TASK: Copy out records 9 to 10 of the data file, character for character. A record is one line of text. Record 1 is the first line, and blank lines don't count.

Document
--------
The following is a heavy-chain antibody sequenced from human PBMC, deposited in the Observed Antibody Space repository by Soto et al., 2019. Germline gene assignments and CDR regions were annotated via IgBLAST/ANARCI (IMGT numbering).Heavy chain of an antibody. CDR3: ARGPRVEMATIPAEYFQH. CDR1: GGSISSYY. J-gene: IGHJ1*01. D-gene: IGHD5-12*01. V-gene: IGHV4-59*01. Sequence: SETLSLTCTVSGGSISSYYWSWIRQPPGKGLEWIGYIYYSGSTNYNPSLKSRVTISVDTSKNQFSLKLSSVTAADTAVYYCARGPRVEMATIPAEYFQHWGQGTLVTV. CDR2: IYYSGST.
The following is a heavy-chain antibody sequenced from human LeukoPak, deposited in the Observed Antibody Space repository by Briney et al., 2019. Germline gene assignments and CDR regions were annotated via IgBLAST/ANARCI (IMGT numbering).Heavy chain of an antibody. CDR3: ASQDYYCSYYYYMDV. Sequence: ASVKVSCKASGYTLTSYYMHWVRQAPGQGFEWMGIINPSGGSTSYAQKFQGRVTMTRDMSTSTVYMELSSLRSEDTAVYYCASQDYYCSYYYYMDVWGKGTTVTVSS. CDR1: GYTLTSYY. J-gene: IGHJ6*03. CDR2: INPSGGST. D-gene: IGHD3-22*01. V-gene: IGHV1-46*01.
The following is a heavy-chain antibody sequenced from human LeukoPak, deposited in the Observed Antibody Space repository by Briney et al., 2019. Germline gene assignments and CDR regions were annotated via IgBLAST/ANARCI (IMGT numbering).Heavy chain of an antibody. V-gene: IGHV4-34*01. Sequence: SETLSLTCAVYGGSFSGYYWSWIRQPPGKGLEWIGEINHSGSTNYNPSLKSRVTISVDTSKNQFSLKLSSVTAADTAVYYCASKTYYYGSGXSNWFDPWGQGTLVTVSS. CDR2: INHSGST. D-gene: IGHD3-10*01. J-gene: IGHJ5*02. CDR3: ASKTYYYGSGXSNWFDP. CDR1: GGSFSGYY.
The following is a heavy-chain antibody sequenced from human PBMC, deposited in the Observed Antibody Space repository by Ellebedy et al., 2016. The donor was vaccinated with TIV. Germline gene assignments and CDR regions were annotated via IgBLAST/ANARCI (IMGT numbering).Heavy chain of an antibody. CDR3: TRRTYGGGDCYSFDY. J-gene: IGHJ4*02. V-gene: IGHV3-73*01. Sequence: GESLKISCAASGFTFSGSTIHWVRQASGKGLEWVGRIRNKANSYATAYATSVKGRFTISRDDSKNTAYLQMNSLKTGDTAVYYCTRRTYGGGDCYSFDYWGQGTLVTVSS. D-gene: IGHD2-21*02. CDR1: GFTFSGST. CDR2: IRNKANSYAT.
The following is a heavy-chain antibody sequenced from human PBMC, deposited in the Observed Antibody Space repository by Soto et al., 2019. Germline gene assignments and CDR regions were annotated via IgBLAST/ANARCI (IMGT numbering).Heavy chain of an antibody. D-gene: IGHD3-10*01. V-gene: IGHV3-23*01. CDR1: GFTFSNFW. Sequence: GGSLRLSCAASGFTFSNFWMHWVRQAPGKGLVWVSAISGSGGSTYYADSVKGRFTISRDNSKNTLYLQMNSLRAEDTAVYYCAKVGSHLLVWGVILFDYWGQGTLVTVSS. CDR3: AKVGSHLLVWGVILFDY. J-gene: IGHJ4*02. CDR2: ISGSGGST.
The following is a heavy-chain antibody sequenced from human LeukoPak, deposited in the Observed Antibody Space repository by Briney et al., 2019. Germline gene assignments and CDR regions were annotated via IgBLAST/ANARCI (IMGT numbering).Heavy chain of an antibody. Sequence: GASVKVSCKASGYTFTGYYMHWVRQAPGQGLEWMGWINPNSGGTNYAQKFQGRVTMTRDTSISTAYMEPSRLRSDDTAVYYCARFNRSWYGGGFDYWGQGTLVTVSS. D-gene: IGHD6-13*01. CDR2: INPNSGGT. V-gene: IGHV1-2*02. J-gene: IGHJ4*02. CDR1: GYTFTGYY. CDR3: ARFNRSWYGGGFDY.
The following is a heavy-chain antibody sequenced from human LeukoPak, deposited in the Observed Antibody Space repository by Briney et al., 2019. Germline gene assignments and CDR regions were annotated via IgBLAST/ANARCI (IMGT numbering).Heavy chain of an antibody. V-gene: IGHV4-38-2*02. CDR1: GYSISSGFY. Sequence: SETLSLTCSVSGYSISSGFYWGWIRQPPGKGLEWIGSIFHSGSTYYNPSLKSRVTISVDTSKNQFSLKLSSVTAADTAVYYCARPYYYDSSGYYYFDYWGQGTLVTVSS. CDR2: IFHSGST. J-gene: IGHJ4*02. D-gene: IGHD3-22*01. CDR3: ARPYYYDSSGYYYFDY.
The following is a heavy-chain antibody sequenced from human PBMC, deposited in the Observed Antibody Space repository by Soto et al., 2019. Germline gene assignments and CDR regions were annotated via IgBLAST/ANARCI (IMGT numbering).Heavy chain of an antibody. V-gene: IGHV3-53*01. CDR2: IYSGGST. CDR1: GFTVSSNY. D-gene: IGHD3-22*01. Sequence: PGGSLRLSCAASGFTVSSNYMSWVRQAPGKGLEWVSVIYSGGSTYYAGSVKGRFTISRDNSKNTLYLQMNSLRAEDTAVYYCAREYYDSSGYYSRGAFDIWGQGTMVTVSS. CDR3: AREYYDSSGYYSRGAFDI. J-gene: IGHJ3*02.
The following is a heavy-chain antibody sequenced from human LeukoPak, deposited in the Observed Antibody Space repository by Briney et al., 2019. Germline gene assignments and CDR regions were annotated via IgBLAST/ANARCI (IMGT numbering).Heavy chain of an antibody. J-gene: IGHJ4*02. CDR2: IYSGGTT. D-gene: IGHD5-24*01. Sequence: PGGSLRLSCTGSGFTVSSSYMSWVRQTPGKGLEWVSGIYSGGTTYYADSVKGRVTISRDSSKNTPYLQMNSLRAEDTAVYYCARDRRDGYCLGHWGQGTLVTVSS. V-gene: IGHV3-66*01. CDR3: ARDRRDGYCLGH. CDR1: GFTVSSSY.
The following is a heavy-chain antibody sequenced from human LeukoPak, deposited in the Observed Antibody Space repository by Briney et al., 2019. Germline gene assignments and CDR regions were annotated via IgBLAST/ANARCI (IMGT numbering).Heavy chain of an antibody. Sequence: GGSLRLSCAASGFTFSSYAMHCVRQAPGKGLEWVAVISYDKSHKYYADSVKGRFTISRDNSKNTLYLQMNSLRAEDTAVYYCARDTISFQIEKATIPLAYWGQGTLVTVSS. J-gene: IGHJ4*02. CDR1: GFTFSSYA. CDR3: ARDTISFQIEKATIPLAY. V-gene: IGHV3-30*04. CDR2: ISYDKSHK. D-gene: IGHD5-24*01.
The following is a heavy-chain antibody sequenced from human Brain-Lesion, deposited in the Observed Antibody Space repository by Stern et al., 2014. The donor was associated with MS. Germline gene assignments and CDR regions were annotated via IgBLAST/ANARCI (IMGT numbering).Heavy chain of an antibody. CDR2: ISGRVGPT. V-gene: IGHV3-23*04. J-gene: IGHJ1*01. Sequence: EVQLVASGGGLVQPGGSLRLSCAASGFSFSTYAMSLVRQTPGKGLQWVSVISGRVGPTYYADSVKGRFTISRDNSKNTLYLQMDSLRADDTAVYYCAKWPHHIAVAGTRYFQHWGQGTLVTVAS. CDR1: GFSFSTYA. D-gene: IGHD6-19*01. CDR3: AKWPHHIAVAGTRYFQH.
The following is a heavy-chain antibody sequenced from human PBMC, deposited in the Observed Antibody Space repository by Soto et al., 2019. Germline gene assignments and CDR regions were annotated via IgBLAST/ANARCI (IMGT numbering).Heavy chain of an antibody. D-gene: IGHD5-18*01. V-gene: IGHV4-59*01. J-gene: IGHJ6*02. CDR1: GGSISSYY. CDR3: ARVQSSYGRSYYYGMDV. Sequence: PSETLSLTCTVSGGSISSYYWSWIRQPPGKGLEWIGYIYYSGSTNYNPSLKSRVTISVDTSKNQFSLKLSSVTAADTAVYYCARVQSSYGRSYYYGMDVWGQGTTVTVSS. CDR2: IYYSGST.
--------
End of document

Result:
The following is a heavy-chain antibody sequenced from human LeukoPak, deposited in the Observed Antibody Space repository by Briney et al., 2019. Germline gene assignments and CDR regions were annotated via IgBLAST/ANARCI (IMGT numbering).Heavy chain of an antibody. J-gene: IGHJ4*02. CDR2: IYSGGTT. D-gene: IGHD5-24*01. Sequence: PGGSLRLSCTGSGFTVSSSYMSWVRQTPGKGLEWVSGIYSGGTTYYADSVKGRVTISRDSSKNTPYLQMNSLRAEDTAVYYCARDRRDGYCLGHWGQGTLVTVSS. V-gene: IGHV3-66*01. CDR3: ARDRRDGYCLGH. CDR1: GFTVSSSY.
The following is a heavy-chain antibody sequenced from human LeukoPak, deposited in the Observed Antibody Space repository by Briney et al., 2019. Germline gene assignments and CDR regions were annotated via IgBLAST/ANARCI (IMGT numbering).Heavy chain of an antibody. Sequence: GGSLRLSCAASGFTFSSYAMHCVRQAPGKGLEWVAVISYDKSHKYYADSVKGRFTISRDNSKNTLYLQMNSLRAEDTAVYYCARDTISFQIEKATIPLAYWGQGTLVTVSS. J-gene: IGHJ4*02. CDR1: GFTFSSYA. CDR3: ARDTISFQIEKATIPLAY. V-gene: IGHV3-30*04. CDR2: ISYDKSHK. D-gene: IGHD5-24*01.